Knowing the waters where you swim
Longboat Key is a barrier island that is surrounded by the Gulf of Mexico on the west and Sarasota Bay on the east. The island is 4.9 sq miles of land and 12.1 sq miles of water. Longboat Key is a beach paradise attracting thousands of tourists every year.
It is seasonal in that during the winter to spring time, the population of the island increases nearly three times. Many of these visitors/residents spend their time on the beaches and in the water. It is important for everyone to know and understand the importance of water safety.
Longboat Key firefighters and paramedics are the initial responders to all water related emergencies since there are no lifeguards on any beaches. The department has seen an increase in call volume to water emergencies that prompted grant writing and funding requests to provide the most up-to-date water rescue equipment. All department members were trained this week in the use of the new equipment that included new life-vests, a rescue board, rescue float devices as well as learning rescue techniques off the new 32 foot WorldCat Fire/Rescue Vessel that was recently delivered to the department. The new vessel will be in full operation in August. The department is also looking at expanding its water rescue fleet by purchasing a jet-ski and patient sled that can be used to quickly get to victims in a timely manner.
The call volume for marine type rescues began to increase in 2010 where the department answered 33 calls for assistance, an increase of 2.3% from the prior year. The call types included jet ski/boating crashes, distressed swimmers, drowning, cardiac arrests, injuries from rip tides/currents, and allergic reactions from marine life stings/bites.
It is imperative that beachgoers take the time to read all safety signs and become familiar with the waters in which they swim. Understanding the rip tide currents and what to do it case their caught in the current. They should also follow and understand the following:
All parents should understand that wind generates waves. The stronger the wind, the stronger the waves. Taller, more frequent waves mean stronger currents pulling swimmers away from the beach. When the “surf’s up” it is often too dangerous for the average swimmer, particularly small children. Above all, “When in Doubt, Don’t Go Out!”
NO DIVING OR HEAD-FIRST ENTRIES.
Two-thirds of all catastrophic neck injuries (apx. 800 annually) occur in open-water areas, not swimming pools. And no, the sand under the water is not soft and forgiving. Please remember that you can become a quadriplegic in just less than two seconds at a beach, simply by entering head-first from waist-deep water. Feet-first is the only safe way for you and your kids to enter the water.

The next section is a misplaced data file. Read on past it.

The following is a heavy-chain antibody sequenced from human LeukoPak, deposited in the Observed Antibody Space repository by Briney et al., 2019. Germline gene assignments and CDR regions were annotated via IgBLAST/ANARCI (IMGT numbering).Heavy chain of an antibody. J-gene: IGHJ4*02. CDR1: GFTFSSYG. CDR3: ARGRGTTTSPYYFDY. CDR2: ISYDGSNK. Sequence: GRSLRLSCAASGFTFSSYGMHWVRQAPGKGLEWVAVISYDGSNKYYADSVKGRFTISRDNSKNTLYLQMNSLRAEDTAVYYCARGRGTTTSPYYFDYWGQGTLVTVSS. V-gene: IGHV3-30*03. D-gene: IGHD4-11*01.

Water safety experts agree that the #1 problem at beaches is lost children. Lost children not only create water safety worries but child abduction concerns as well. To protect your children, establish a beach plan. Know where you entered the beach, where you will place your blanket and where you will meet if and when you become separated.
CLOSE, ACTIVE SUPERVISION.
Many parents supervise their children passively – that is they watch their children with less than 100% attention. Cooking or cleaning might be acceptable chores while watching kids in your home, but around a beach or a pool you must actively, aggressively and attentively watch your children. If more than one adult is in attendance at the beach, take turns being the “Designated Kid Watcher” where this person only watches the children and is not allowed to read, sleep or perform other distracting tasks. Remember, it only takes seconds to drown.
LEARN HOW TO SWIM /WEAR A LIFEJACKET – THEY FLOAT, YOU DON’T!
If you plan on a beach vacation, you should learn how to swim first. If you don’t know how to swim, then waist-deep water can be dangerously deep. Nonswimmers and small children alike should wear a properly sized and fitted Unites States Coast Guard Approved lifejacket. Use them – they save lives.
Rip currents account for more than 80% of near-drownings in our waters. While rip currents are very strong, they are extremely narrow, do not last long, and will not travel very far “out to sea”. Ask about rip currents at your beach. If rips are present, don’t go in the water. If unexpectedly caught in a rip, don’t panic. Breathe deep and gently swim parallel to shore. Don’t fight the current – it will wear you out!
TAKE FREQUENT BREAKS
Don’t allow your family to just sit on the beach or stay in the water all day long. Fatigue, sunburn, hypothermia (exposure to cold), heat exhaustion and heat stroke can all become problems. For your health and safety, take frequent breaks from the sun and water and take your children to the restroom. Whether bathroom breaks, sun breaks or water breaks, these can all be vitally important safety breaks. And don’t forget about the sun! Apply SPF sunscreen often, especially when exiting the water. Wear hats and bring shade with you. Contact the American Cancer Society for details on preventing skin cancer.
LOOK BUT DON’T TOUCH
Many birds, turtles and marine life forms often wash up on beaches. When this happens, do not get too close and above all, do not touch the organism. You may hurt the creature or it may hurt you! Seek help from local authorities and let them deal with the problem. Don’t let a photo opportunity turn into a tragedy. Look but don’t touch.
FOLLOW YOUR FLAGS, CHECK THE CONDITIONS OF THE BEACH
Fortunately, many beaches across the United States are adopting a universal flag system. Learn the flag system at your beach, and always remember, “When in Doubt, Don’t Go Out!”
COMMON FLAG SYSTEM FOR BEACHES
Double Red- Water Closed to Public
Single Red—High Hazard, High Surf and/or Strong Currents
Yellow—Medium Hazard, Moderate Surf and/or Currents
Green—Low Hazard, Calm Conditions, Exercise Caution
Purple—Dangerous Marine Life